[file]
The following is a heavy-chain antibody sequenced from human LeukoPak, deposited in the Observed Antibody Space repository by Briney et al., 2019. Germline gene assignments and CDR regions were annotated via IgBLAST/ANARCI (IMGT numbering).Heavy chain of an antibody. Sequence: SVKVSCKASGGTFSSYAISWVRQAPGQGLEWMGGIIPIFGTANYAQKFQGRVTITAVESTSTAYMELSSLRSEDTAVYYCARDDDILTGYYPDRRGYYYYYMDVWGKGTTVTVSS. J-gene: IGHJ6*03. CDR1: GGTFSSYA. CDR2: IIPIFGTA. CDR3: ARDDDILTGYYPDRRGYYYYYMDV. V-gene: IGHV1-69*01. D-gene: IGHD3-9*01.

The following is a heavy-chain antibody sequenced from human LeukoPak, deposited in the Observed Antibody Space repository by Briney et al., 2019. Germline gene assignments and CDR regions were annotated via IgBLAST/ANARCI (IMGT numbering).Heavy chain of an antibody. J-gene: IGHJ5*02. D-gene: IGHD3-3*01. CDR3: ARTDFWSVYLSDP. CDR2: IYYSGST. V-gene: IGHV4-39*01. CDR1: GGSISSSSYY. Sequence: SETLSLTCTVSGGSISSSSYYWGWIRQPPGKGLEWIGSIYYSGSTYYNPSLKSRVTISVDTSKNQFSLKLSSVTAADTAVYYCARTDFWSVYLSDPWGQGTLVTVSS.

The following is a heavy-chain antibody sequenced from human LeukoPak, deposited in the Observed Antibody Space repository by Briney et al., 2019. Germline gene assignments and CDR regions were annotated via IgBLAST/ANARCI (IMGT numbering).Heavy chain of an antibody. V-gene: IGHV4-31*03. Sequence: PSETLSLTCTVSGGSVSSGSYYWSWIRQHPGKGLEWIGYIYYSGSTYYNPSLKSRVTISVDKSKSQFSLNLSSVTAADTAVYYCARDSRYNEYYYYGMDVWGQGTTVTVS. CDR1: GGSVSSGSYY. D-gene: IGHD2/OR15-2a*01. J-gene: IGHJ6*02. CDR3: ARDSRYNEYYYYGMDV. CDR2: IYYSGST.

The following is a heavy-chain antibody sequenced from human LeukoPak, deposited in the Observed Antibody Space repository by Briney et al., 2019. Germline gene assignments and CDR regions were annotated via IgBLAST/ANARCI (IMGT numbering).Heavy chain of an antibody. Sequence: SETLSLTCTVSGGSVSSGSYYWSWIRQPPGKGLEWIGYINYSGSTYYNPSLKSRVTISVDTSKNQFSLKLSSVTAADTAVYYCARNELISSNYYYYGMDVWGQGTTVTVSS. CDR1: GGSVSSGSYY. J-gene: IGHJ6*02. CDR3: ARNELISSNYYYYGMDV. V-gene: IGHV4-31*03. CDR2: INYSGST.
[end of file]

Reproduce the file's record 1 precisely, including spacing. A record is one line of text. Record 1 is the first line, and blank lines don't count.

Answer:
The following is a heavy-chain antibody sequenced from human LeukoPak, deposited in the Observed Antibody Space repository by Briney et al., 2019. Germline gene assignments and CDR regions were annotated via IgBLAST/ANARCI (IMGT numbering).Heavy chain of an antibody. Sequence: SVKVSCKASGGTFSSYAISWVRQAPGQGLEWMGGIIPIFGTANYAQKFQGRVTITAVESTSTAYMELSSLRSEDTAVYYCARDDDILTGYYPDRRGYYYYYMDVWGKGTTVTVSS. J-gene: IGHJ6*03. CDR1: GGTFSSYA. CDR2: IIPIFGTA. CDR3: ARDDDILTGYYPDRRGYYYYYMDV. V-gene: IGHV1-69*01. D-gene: IGHD3-9*01.